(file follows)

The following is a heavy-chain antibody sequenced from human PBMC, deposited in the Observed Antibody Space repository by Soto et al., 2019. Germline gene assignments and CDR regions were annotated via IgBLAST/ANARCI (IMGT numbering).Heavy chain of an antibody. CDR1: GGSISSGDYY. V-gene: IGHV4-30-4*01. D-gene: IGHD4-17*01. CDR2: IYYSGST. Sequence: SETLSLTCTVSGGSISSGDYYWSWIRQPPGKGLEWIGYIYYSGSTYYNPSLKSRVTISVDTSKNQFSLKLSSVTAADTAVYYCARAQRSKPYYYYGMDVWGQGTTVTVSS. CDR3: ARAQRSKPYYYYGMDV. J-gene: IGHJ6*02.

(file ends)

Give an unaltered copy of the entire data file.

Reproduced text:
The following is a heavy-chain antibody sequenced from human PBMC, deposited in the Observed Antibody Space repository by Soto et al., 2019. Germline gene assignments and CDR regions were annotated via IgBLAST/ANARCI (IMGT numbering).Heavy chain of an antibody. CDR1: GGSISSGDYY. V-gene: IGHV4-30-4*01. D-gene: IGHD4-17*01. CDR2: IYYSGST. Sequence: SETLSLTCTVSGGSISSGDYYWSWIRQPPGKGLEWIGYIYYSGSTYYNPSLKSRVTISVDTSKNQFSLKLSSVTAADTAVYYCARAQRSKPYYYYGMDVWGQGTTVTVSS. CDR3: ARAQRSKPYYYYGMDV. J-gene: IGHJ6*02.